“It’s kind of crazy,” he says, pausing briefly. “When you think about art being impactful like that. You know? How impactful is a painting on the wall compared to something that you literally change your experience of life with? This is the pure form of art that came out of cannabis culture. And it’s not just sitting on a wall—you’re able to experience it in a really personal way for a long time,” he says. Unless, of course, you break it.
He gets it. More than that, though, Rahmil lives it. He’s been blowing glass since 2009, the year he discovered the craft. He was a student studying sociology at the University of Oregon. He caught the bug, dropped out, and hasn’t looked back since. Notably, he trained with glass legends like Bob Snodgrass while also working at a glass shop that was once closed down and raided as a part of Operation Pipe Dream (yes, that is a real-life thing that happened with government money and resources).
I ask him why it was so hard for me to get a solid personal recommendation for a glass artist despite being decently connected (I mean, right?) to the cannabis industry. “Well, the glass industry—we run parallel to the cannabis industry,” Rahmil says. “We are not the cannabis industry, but obviously we cross over all the time. And what’s happened in the last six to ten years, when Instagram really started getting popular and people were really understanding that can connect to artists on the internet, is that a lot of artists that had signature styles or that were developing signature styles, kind of like tattoo artists, started to get recognition for their work. It wasn’t just the same old idea of what a glass pipe always has and should look like.”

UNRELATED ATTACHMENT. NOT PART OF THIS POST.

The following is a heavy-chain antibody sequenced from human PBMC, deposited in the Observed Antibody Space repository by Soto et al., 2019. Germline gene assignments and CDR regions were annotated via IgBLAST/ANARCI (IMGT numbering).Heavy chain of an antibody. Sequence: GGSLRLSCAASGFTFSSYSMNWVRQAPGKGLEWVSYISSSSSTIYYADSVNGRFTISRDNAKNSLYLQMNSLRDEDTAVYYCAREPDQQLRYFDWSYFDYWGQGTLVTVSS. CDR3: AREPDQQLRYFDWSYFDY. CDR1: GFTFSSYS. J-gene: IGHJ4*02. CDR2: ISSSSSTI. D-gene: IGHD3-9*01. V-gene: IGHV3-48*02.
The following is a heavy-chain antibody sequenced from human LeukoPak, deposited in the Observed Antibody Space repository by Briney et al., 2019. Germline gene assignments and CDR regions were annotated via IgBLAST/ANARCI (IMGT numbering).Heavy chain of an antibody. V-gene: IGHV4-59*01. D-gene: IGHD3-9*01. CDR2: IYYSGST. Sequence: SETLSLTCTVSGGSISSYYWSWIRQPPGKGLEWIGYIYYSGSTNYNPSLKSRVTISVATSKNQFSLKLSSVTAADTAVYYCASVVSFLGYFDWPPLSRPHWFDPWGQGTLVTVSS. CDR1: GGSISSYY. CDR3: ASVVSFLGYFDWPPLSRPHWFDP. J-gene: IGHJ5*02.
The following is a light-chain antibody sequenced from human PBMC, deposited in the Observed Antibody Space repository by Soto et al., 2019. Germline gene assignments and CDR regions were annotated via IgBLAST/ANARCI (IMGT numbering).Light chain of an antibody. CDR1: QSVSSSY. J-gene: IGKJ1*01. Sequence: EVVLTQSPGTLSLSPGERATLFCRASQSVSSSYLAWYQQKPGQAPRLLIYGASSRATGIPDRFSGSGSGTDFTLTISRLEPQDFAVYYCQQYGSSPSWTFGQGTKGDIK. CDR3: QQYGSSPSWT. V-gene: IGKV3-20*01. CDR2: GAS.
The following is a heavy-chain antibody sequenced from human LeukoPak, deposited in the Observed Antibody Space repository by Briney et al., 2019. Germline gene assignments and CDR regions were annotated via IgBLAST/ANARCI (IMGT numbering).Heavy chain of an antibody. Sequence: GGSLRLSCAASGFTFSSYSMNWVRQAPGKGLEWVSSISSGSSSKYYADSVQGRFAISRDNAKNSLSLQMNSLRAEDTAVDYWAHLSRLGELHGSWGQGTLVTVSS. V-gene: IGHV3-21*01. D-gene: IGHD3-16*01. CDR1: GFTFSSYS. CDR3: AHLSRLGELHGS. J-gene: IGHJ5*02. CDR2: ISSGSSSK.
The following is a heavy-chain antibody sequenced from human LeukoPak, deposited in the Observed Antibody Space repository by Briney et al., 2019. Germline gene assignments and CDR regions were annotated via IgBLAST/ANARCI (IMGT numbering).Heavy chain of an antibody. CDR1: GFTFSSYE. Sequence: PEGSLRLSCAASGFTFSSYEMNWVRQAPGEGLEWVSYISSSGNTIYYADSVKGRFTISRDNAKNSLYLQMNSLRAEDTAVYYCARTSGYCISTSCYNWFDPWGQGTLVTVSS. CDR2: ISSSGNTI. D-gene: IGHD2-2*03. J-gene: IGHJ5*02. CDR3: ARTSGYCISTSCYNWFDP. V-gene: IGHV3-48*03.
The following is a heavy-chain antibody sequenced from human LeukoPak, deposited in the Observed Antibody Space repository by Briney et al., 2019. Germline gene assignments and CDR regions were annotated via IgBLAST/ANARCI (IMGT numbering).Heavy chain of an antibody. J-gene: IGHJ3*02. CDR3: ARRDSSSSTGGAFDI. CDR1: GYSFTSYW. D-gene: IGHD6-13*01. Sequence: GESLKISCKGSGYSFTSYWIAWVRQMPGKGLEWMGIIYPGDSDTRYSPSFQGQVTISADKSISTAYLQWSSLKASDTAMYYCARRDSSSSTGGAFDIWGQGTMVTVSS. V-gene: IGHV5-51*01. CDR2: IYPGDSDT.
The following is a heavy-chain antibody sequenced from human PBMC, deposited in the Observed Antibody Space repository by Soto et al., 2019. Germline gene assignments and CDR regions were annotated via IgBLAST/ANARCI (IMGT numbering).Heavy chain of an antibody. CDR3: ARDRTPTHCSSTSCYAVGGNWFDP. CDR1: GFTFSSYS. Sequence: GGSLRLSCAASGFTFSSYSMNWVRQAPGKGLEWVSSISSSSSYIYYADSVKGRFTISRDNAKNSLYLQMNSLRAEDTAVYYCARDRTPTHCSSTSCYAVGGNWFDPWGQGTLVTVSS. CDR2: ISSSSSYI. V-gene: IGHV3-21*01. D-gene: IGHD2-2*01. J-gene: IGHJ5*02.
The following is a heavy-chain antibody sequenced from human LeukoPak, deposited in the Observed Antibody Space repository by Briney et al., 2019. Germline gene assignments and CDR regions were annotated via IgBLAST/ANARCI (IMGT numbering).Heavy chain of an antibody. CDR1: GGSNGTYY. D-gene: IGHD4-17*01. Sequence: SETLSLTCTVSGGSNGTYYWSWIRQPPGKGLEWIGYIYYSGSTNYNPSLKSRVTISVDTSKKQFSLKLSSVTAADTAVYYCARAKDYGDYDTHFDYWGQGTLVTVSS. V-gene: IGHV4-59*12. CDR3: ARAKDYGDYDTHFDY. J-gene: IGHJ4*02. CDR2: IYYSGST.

Other artists agree. Joe Mankey, a Philadelphia glass artist known as EF Norris, also thinks social media was the turning point for their industry. “Before Instagram, the only way I sold glass was going to festivals or driving all over the place going from store to store hoping a store owner would buy my work [pictured below],” he says.
“Now, it’s much easier to connect with stores and fans around the world. And because of that, the art form has blown up. There are so many more artists out there. More perspectives, more ideas. More artists pushing the limits of glass. Bigger pieces, more detailed work. It’s really exciting to see how far and how fast it’s going,” Mankey added, echoing Rahmil’s assessment.